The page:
Chris Dillow defends progressive taxation:
The fairness of 50p, by Chris Dillow: Over in the twitterverse, a Very British Dude has asked whether I think it reasonable to confiscate by force more than half of someone’s marginal earnings. ... I’d suggest three possible answers here, which vary in force depending upon the precise type of the rich:
1. A high tax is a dividend, paid to the state in return for its investment in the things that made you rich.
Even if the state did not educate you, the chances are that it educated your colleagues and customers, whose education benefits you. The state has provided the domestic peace that has enabled the economy to grow and thus give you the chance to get rich; very few of the UK’s top earners would be so rich had they been born in sub-Saharan Africa. It has provided laws - such as patents and copyright protection - that allow artists and entrepreneurs to profit from their efforts and talent. And in various ways the state helps to sustain capitalism and hence profits and high earnings.
Why shouldn’t it demand payment for such benefits?
2. The state’s force is a form of countervailing power. Some (many?) of the rich owe their fortune to the fact that they are powerful. Most egregiously, this power consists of an ability to extract cash from the state. When the government taxes bankers or the bosses of BAe, Serco or Capita, it is merely getting its money back.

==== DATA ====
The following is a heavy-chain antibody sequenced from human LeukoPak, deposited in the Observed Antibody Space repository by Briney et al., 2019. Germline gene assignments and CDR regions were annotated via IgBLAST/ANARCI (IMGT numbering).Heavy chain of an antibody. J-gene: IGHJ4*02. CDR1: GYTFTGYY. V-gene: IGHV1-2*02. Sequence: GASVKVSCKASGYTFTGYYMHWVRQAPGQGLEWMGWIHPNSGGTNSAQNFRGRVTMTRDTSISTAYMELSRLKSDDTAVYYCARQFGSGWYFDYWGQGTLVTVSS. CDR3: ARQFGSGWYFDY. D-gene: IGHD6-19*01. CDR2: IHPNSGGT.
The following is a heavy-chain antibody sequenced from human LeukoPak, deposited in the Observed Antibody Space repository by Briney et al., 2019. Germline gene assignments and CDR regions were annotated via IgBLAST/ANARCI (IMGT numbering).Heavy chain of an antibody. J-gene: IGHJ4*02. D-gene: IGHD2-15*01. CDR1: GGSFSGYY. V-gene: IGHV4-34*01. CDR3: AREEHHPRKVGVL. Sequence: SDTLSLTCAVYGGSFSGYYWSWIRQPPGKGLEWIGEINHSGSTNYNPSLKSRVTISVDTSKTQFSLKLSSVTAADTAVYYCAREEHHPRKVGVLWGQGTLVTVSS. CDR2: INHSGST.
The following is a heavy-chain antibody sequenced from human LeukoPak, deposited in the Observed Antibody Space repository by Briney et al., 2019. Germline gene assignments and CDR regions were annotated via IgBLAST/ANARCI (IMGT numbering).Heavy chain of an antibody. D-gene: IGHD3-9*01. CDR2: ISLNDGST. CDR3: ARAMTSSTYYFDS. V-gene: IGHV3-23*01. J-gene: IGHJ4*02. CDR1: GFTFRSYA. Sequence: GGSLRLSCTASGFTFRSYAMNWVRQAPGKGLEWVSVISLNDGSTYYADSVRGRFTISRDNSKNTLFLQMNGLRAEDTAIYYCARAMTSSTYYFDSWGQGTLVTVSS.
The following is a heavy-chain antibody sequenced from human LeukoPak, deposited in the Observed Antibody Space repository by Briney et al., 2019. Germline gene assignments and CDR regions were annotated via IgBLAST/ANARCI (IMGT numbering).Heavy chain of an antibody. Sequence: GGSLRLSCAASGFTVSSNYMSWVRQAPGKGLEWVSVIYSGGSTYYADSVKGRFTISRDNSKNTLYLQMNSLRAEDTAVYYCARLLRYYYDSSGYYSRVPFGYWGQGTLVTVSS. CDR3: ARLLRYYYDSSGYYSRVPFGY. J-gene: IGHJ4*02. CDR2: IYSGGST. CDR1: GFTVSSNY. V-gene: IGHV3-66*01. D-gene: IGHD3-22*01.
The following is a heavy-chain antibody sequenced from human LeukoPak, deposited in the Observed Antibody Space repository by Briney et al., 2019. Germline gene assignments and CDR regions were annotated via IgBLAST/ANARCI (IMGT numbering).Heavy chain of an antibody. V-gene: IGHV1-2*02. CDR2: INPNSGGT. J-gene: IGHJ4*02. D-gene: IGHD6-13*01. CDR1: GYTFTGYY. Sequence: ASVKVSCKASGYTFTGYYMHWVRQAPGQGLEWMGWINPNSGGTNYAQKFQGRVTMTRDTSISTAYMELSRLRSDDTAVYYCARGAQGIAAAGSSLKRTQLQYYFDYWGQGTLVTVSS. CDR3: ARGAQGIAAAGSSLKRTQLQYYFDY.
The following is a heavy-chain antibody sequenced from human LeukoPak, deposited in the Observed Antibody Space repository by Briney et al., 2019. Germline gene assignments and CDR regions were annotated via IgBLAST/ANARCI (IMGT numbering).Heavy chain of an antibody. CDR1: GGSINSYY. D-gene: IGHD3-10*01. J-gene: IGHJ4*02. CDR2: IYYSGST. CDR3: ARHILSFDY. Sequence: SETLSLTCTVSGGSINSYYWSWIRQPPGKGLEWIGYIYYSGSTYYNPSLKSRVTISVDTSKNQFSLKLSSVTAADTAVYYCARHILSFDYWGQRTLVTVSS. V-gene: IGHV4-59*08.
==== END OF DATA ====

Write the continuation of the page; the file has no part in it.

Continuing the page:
In other cases, high earnings come from a power to extract rents from either shareholders or workers... In these cases, state power corrects for private power.
3. Inequality is a form of market failing. Imagine we were all behind a veil of ignorance, not knowing what talents we’d be born with. Isn’t it plausible that, behind such a veil, people would agree to enter into insurance contracts such that if they got lucky or talented they would pay out to the unlucky and untalented? People would, surely, agree to pay out a proportion of the £1m-plus a year they would earn as Premiership footballers in order to soften the misery of being born with no marketable skills.
You can therefore regard redistributive taxation as, in effect, the sort of insurance payments that would be made, if such contracts were feasible. In this sense, the tax merely fills in for the missing market.
These arguments do not get us to a precise tax rate. But they do suggest a case for some degree of progressivity in the taxes.
And let’s be clear. A 50p tax is not massively progressive. Overall revenues are equal to just over 37% of GDP. Under a purely proportionate tax system, then, we would all pay 37% of our income. ... Expecting a tiny proportion to pay 50% (yes, for some the marginal rate is 62%, but the average rate is lower than this) strikes me as not wholly unreasonable.